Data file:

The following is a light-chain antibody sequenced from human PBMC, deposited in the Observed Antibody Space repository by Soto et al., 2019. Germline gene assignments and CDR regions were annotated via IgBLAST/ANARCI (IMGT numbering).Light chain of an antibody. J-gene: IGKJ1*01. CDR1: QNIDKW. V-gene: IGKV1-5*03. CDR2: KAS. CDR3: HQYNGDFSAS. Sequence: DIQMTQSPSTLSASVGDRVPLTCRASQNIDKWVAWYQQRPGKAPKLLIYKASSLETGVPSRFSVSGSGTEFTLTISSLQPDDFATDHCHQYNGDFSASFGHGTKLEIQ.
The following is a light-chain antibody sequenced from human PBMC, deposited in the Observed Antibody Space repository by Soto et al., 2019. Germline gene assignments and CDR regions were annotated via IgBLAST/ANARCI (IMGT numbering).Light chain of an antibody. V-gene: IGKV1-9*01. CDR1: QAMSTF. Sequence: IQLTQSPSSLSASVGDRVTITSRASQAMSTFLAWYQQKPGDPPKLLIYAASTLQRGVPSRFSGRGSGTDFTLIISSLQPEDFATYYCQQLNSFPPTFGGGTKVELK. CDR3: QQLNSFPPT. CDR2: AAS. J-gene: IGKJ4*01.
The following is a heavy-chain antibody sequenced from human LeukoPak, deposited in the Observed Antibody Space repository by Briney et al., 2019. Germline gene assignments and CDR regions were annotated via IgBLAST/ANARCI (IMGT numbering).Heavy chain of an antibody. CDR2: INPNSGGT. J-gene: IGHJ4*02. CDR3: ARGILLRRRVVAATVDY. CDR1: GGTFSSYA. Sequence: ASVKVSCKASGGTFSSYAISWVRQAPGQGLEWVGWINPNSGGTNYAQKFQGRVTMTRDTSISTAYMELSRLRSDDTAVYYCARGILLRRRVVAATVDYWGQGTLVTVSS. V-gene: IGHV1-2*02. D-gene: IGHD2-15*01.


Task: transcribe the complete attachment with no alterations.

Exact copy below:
The following is a light-chain antibody sequenced from human PBMC, deposited in the Observed Antibody Space repository by Soto et al., 2019. Germline gene assignments and CDR regions were annotated via IgBLAST/ANARCI (IMGT numbering).Light chain of an antibody. J-gene: IGKJ1*01. CDR1: QNIDKW. V-gene: IGKV1-5*03. CDR2: KAS. CDR3: HQYNGDFSAS. Sequence: DIQMTQSPSTLSASVGDRVPLTCRASQNIDKWVAWYQQRPGKAPKLLIYKASSLETGVPSRFSVSGSGTEFTLTISSLQPDDFATDHCHQYNGDFSASFGHGTKLEIQ.
The following is a light-chain antibody sequenced from human PBMC, deposited in the Observed Antibody Space repository by Soto et al., 2019. Germline gene assignments and CDR regions were annotated via IgBLAST/ANARCI (IMGT numbering).Light chain of an antibody. V-gene: IGKV1-9*01. CDR1: QAMSTF. Sequence: IQLTQSPSSLSASVGDRVTITSRASQAMSTFLAWYQQKPGDPPKLLIYAASTLQRGVPSRFSGRGSGTDFTLIISSLQPEDFATYYCQQLNSFPPTFGGGTKVELK. CDR3: QQLNSFPPT. CDR2: AAS. J-gene: IGKJ4*01.
The following is a heavy-chain antibody sequenced from human LeukoPak, deposited in the Observed Antibody Space repository by Briney et al., 2019. Germline gene assignments and CDR regions were annotated via IgBLAST/ANARCI (IMGT numbering).Heavy chain of an antibody. CDR2: INPNSGGT. J-gene: IGHJ4*02. CDR3: ARGILLRRRVVAATVDY. CDR1: GGTFSSYA. Sequence: ASVKVSCKASGGTFSSYAISWVRQAPGQGLEWVGWINPNSGGTNYAQKFQGRVTMTRDTSISTAYMELSRLRSDDTAVYYCARGILLRRRVVAATVDYWGQGTLVTVSS. V-gene: IGHV1-2*02. D-gene: IGHD2-15*01.